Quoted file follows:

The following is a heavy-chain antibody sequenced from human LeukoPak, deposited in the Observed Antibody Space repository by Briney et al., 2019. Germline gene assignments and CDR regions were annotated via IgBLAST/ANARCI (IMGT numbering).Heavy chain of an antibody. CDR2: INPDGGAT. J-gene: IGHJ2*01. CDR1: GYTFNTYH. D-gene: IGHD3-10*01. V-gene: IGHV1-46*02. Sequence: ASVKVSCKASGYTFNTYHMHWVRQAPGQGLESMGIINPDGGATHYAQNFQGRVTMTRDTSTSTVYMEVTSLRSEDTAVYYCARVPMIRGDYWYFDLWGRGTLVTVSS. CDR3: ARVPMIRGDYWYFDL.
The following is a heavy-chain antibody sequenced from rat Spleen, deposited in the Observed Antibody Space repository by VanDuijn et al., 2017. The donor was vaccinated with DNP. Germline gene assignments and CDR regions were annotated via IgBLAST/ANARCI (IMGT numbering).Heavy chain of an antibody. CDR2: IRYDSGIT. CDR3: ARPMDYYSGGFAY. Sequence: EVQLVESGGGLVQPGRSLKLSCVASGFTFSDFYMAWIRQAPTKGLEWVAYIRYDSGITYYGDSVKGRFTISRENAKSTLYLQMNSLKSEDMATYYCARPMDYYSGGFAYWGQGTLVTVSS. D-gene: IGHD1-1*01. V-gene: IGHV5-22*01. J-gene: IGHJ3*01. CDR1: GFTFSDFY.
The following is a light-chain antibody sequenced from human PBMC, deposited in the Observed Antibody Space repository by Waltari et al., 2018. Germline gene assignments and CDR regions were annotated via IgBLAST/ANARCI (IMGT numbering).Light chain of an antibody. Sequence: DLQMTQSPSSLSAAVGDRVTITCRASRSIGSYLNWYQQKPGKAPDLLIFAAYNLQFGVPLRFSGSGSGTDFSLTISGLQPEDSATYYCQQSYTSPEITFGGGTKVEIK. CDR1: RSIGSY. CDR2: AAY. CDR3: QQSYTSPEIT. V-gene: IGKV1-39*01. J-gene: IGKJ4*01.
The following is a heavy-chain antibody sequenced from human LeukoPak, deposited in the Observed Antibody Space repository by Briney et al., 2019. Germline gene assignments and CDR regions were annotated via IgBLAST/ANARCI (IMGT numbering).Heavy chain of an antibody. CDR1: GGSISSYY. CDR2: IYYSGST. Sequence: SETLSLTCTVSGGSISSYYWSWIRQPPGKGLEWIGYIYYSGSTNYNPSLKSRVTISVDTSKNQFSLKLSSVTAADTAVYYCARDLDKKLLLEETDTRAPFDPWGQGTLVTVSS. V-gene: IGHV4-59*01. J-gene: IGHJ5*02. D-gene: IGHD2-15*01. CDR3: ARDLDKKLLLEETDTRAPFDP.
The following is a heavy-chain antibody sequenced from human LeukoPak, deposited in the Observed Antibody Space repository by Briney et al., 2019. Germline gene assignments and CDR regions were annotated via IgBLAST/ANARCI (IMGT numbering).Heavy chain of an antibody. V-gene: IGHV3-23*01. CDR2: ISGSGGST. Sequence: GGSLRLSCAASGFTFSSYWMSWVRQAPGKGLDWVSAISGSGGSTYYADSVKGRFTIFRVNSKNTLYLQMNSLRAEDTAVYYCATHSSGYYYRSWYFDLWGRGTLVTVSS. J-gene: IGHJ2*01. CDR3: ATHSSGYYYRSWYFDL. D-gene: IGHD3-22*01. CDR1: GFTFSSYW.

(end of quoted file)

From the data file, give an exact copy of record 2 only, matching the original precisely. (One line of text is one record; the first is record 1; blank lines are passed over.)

The following is a heavy-chain antibody sequenced from rat Spleen, deposited in the Observed Antibody Space repository by VanDuijn et al., 2017. The donor was vaccinated with DNP. Germline gene assignments and CDR regions were annotated via IgBLAST/ANARCI (IMGT numbering).Heavy chain of an antibody. CDR2: IRYDSGIT. CDR3: ARPMDYYSGGFAY. Sequence: EVQLVESGGGLVQPGRSLKLSCVASGFTFSDFYMAWIRQAPTKGLEWVAYIRYDSGITYYGDSVKGRFTISRENAKSTLYLQMNSLKSEDMATYYCARPMDYYSGGFAYWGQGTLVTVSS. D-gene: IGHD1-1*01. V-gene: IGHV5-22*01. J-gene: IGHJ3*01. CDR1: GFTFSDFY.